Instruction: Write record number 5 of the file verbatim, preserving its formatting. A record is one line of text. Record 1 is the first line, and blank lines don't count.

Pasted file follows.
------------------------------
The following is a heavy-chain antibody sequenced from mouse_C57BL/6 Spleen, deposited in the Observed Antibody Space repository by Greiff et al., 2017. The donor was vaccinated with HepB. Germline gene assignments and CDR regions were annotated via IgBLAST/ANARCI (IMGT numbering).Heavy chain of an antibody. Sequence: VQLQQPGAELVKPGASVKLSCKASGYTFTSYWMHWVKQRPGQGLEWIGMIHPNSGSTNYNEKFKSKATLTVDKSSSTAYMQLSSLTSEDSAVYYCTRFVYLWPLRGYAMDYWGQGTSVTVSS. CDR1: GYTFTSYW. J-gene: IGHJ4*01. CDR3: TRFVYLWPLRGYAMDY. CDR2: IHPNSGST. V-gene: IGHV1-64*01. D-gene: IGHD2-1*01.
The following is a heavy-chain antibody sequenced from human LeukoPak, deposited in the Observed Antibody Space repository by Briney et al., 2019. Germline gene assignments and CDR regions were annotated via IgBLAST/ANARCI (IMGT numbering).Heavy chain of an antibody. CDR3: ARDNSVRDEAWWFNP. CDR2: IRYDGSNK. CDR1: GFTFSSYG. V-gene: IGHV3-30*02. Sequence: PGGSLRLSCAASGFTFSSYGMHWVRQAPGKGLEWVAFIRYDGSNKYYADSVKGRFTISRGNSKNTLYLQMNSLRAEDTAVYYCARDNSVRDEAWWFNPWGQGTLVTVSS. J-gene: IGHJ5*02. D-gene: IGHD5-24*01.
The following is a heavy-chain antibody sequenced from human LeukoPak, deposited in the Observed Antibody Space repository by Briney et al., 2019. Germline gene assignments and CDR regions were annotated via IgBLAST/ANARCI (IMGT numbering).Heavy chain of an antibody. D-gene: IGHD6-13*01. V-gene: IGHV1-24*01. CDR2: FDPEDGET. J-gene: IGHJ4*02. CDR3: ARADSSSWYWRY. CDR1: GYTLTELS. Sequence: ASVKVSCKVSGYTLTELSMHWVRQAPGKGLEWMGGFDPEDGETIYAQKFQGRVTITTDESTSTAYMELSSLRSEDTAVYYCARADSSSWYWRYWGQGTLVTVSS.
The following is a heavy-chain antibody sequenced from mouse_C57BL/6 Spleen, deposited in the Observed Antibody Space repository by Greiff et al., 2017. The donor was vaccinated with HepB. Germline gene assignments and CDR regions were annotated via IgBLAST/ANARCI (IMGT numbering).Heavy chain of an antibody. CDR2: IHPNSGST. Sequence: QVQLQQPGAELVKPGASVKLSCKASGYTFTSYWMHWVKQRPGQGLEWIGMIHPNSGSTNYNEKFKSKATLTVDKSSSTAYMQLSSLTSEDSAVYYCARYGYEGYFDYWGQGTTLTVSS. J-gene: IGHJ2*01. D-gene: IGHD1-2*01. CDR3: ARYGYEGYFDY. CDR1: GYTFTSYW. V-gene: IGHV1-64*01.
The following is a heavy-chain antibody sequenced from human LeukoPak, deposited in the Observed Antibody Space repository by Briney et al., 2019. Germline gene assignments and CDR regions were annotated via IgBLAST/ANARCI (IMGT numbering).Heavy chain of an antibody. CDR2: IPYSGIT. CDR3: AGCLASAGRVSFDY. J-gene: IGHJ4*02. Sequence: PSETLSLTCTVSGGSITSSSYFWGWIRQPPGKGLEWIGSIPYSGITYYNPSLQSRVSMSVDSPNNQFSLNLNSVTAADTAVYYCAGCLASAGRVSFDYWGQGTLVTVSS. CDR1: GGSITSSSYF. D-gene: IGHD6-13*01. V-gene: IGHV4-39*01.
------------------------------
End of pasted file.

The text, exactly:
The following is a heavy-chain antibody sequenced from human LeukoPak, deposited in the Observed Antibody Space repository by Briney et al., 2019. Germline gene assignments and CDR regions were annotated via IgBLAST/ANARCI (IMGT numbering).Heavy chain of an antibody. CDR2: IPYSGIT. CDR3: AGCLASAGRVSFDY. J-gene: IGHJ4*02. Sequence: PSETLSLTCTVSGGSITSSSYFWGWIRQPPGKGLEWIGSIPYSGITYYNPSLQSRVSMSVDSPNNQFSLNLNSVTAADTAVYYCAGCLASAGRVSFDYWGQGTLVTVSS. CDR1: GGSITSSSYF. D-gene: IGHD6-13*01. V-gene: IGHV4-39*01.